22. C.R. Regenbrecht, M. Jung, H. Lehrach, J. Adjaye. The molecular basis of genistein-induced mitotic arrest and exit of self-renewal in embryonal carcinoma and primary cancer cell lines. BMC medical genomics. 2008;1:49. Google Scholar
  23. S.A. Scherjon, C. Kleijburg-van der Keur, W.A. Noort, F.H. Claas, R. Willemze, W.E. Fibbe, H.H. Kanhai. Amniotic fluid as a novel source of mesenchymal stem cells for therapeutic transplantation. Blood. 2003;102:1548-1549. Google Scholar
  24. J. Si, J. Dai, J. Zhang, S. Liu, J. Gu, J. Shi, S.G. Shen, L. Guo. Comparative Investigation of Human Amniotic Epithelial Cells and Mesenchymal Stem Cells for Application in Bone Tissue Engineering. Stem cells international 2015. 2015;:. Google Scholar
  25. S. Stricker, S. Pollard. Reprogramming cancer cells to pluripotency: an experimental tool for exploring cancer epigenetics. Epigenetics. 2014;9:798-802. Google Scholar
  26. L. Sun, R. Gong, B. Wan, X. Huang, C. Wu, X. Zhang, S. Zhao, L. Yu. GADD45Îł, down-regulated in 65% hepatocellular carcinoma (HCC) from 23 Chinese patients, inhibits cell growth and induces cell cycle G2/M arrest for hepatoma Hep-G2 cell lines. Molecular biology reports. 2003;30:249-253. Google Scholar
  27. B. Sung, H.-J. Do, S.-W. Park, S.-H. Huh, J.-H. Oh, H.-J. Chung, M.-J. Kang, J.-H. Kim, N.-H. Kim, J.-H. Kim. Regulation of OCT4 gene expression by liver receptor homolog-1 in human embryonic carcinoma cells. Biochemical and biophysical research communications. 2012;427:315-320. Google Scholar
  28. J.A. Wakeman, J. Walsh, P.W. Andrews. Human Wnt-13 is developmentally regulated during the differentiation of NTERA-2 pluripotent human embryonal carcinoma cells. Oncogene. 1998;17:179-186. Google Scholar
  29. P. Wongtrakoongate, M. Jones, P.J. Gokhale, P.W. Andrews. STELLA facilitates differentiation of germ cell and endodermal lineages of human embryonic stem cells. PloS one. 2013;8:. Google Scholar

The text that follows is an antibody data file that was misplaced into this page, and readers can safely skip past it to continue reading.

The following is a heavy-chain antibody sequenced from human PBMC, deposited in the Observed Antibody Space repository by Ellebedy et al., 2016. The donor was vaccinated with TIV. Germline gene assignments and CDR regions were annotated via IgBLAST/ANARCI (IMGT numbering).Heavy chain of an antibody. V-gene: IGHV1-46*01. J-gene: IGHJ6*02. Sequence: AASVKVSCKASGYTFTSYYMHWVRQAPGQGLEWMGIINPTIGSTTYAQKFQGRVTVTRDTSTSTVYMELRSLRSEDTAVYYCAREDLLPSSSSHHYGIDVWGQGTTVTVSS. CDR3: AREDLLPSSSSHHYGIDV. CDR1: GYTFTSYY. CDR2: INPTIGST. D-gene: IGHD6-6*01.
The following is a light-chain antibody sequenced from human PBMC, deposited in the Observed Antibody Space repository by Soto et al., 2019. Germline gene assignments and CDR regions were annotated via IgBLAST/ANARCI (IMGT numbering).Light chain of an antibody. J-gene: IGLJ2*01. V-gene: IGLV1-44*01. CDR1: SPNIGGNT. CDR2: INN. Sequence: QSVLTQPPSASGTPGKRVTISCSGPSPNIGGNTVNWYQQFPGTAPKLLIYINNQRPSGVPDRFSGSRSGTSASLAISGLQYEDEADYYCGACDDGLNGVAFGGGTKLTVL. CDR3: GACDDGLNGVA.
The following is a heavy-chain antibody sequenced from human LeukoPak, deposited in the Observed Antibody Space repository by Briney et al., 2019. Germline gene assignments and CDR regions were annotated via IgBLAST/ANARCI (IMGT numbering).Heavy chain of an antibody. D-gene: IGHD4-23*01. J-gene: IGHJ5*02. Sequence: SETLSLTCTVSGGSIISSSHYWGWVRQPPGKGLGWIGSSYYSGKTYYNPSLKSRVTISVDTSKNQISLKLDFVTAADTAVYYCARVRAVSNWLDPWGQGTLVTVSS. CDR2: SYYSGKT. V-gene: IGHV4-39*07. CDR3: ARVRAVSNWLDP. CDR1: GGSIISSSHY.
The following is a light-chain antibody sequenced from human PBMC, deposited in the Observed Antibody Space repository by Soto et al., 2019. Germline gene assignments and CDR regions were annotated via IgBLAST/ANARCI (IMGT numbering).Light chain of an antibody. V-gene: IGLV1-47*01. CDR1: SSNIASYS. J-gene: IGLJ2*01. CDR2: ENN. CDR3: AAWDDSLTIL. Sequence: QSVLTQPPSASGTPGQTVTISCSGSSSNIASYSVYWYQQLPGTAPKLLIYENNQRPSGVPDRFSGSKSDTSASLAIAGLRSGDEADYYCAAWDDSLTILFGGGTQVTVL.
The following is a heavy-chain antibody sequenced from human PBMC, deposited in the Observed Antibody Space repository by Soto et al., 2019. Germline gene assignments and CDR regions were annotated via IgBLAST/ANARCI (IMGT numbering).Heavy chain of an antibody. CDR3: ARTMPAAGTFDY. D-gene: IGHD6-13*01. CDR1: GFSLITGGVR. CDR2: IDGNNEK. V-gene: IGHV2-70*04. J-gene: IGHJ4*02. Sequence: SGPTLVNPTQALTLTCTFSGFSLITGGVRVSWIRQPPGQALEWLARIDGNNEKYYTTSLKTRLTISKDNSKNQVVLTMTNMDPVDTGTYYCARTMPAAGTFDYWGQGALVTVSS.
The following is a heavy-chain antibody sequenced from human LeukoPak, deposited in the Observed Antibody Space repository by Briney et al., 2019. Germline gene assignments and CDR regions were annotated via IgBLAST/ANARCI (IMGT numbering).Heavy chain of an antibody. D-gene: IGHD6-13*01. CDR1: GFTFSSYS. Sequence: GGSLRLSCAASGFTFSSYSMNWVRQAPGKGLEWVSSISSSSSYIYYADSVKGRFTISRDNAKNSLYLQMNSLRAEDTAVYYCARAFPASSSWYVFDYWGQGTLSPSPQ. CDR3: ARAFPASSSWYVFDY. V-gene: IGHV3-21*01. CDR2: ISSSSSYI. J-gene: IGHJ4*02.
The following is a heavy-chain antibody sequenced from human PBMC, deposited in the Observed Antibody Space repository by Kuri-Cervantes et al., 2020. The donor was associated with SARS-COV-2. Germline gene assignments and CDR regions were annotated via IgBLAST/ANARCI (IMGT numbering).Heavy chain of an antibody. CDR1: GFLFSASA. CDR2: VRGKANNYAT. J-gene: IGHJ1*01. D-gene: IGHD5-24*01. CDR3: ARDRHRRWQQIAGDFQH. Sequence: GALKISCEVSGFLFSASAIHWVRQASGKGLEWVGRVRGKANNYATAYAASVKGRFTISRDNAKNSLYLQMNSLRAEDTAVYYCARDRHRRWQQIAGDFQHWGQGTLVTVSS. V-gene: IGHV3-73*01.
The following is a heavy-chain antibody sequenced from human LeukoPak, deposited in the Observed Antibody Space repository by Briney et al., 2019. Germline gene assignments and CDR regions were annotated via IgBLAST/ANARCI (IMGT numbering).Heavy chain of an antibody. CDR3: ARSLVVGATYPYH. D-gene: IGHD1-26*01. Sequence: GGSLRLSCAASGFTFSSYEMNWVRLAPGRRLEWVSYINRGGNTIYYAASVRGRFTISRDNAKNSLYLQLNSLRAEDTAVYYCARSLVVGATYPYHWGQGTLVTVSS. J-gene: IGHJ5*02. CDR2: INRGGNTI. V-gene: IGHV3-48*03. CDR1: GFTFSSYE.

30. S. Yamada, Y. Kotake, M. Nakano, Y. Sekino, Y. Kanda. Tributyltin induces mitochondrial fission through NAD-IDH dependent mitofusin degradation in human embryonic carcinoma cells. Metallomics. 2015;:. Google Scholar
  31. X. Yu, N. Wang, R. Qiang, Q. Wan, M. Qin, S. Chen, H. Wang. Human amniotic fluid stem cells possess the potential to differentiate into primordial follicle oocytes in vitro. Biology of reproduction, biolreprod. 113.112920. 2014;:. Google Scholar

Downloads

Download data is not yet available.


Author's Affiliation
Article Details

Issue: Vol 2 No 01 (2015)
Page No.: 58-64
Published: Dec 25, 2015
Section: Research Articles
DOI:

 Copyright Info

Creative Commons License

Copyright: The Authors. This is an open access article distributed under the terms of the Creative Commons Attribution License CC-BY 4.0., which permits unrestricted use, distribution, and reproduction in any medium, provided the original author and source are credited.

 How to Cite
Rahman, M. S., Haque, M., & Asaduzzaman, S. M. (2015). Demons resurrected from Angels! What are or are not the molecular clues of the rising of the teratoma or teratocarcinoma from human amniotic stem cell?. Progress in Stem Cell, 2(01), 58-64. Retrieved from http://www.cellstemcell.org/index.php/PSC/article/view/119

 Cited by

Article level Metrics by Paperbuzz/Impactstory
Article level Metrics by Altmetrics

 Article Statistics
HTML = 1098 times
Download PDF   = 141 times
View Article   = 17 times
Total   = 158 times